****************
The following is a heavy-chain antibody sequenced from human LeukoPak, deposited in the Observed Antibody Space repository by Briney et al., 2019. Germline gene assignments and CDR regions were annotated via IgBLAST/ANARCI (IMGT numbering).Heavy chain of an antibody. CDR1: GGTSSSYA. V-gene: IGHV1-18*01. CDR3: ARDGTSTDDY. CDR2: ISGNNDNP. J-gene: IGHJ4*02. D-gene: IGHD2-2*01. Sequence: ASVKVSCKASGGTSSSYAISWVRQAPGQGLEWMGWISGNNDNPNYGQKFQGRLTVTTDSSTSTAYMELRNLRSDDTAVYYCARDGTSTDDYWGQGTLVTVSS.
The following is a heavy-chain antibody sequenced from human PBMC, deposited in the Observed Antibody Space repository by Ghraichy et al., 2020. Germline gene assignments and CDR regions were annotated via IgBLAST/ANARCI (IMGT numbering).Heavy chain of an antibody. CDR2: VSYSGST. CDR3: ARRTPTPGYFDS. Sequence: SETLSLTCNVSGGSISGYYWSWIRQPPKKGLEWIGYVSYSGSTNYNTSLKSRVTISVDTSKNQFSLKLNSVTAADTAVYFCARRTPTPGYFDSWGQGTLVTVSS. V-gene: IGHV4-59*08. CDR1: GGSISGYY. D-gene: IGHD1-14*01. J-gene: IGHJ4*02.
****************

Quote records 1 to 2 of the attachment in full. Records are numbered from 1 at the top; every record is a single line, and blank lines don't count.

The following is a heavy-chain antibody sequenced from human LeukoPak, deposited in the Observed Antibody Space repository by Briney et al., 2019. Germline gene assignments and CDR regions were annotated via IgBLAST/ANARCI (IMGT numbering).Heavy chain of an antibody. CDR1: GGTSSSYA. V-gene: IGHV1-18*01. CDR3: ARDGTSTDDY. CDR2: ISGNNDNP. J-gene: IGHJ4*02. D-gene: IGHD2-2*01. Sequence: ASVKVSCKASGGTSSSYAISWVRQAPGQGLEWMGWISGNNDNPNYGQKFQGRLTVTTDSSTSTAYMELRNLRSDDTAVYYCARDGTSTDDYWGQGTLVTVSS.
The following is a heavy-chain antibody sequenced from human PBMC, deposited in the Observed Antibody Space repository by Ghraichy et al., 2020. Germline gene assignments and CDR regions were annotated via IgBLAST/ANARCI (IMGT numbering).Heavy chain of an antibody. CDR2: VSYSGST. CDR3: ARRTPTPGYFDS. Sequence: SETLSLTCNVSGGSISGYYWSWIRQPPKKGLEWIGYVSYSGSTNYNTSLKSRVTISVDTSKNQFSLKLNSVTAADTAVYFCARRTPTPGYFDSWGQGTLVTVSS. V-gene: IGHV4-59*08. CDR1: GGSISGYY. D-gene: IGHD1-14*01. J-gene: IGHJ4*02.